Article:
Cary Castle Mews
The Cary Castle Mews is a cluster of 19th century wooden service buildings located on the southeast side of the Government House estate. The Mews consists of stables, a carriage house, a gaol, a root cellar, a wash house and a poultry house (part of which was later used as a gardener’s cottage).
These onsite buildings have been used as support buildings to Government House since their construction in the 1870s. Thanks to the efforts of the Government House Foundation, some of the buildings have been rehabilitated and are now outfitted for the public to enjoy.
The Cary Castle Mews is also home to the Lawrence J. Patten Heraldry Exhibit. This display was created by the British Columbia branch of the Royal Heraldry Society of Canada, whose mission is to promote heraldry, particularly Canadian heraldry, and to encourage an interest in the subject among Canadians. Visitors have the opportunity to learn about the history, design, colour and language of heraldry and view examples of heraldic shields.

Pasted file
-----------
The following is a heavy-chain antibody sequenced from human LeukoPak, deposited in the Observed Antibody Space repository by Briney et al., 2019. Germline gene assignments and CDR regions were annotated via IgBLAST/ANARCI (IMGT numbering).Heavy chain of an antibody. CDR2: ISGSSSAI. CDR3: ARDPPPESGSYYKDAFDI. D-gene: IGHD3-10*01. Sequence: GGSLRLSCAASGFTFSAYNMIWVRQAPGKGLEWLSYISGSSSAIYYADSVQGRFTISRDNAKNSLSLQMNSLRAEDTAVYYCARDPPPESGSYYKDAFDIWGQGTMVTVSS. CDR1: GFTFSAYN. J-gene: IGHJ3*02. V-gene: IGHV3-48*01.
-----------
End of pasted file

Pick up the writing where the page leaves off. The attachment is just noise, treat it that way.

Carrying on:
The Costume Museum is located in the Carriage House and showcases a large variety of period pieces. From former Lieutenant Governors’ uniforms and Chatelaines’ dresses to an original butler’s uniform, the Museum takes visitors on a sartorial journey through the history of the Estate and Office of the Lieutenant Governor. These historical artifacts are from both the Government House collection and thanks to the generosity of several donors. Visitors to the Costume Museum will also see the historic Landau Carriage on display. In 1901, the Landau was used by the Duke and Duchess of York and Cornwall (later King George V and Queen Mary) on their tour of Victoria and Esquimalt.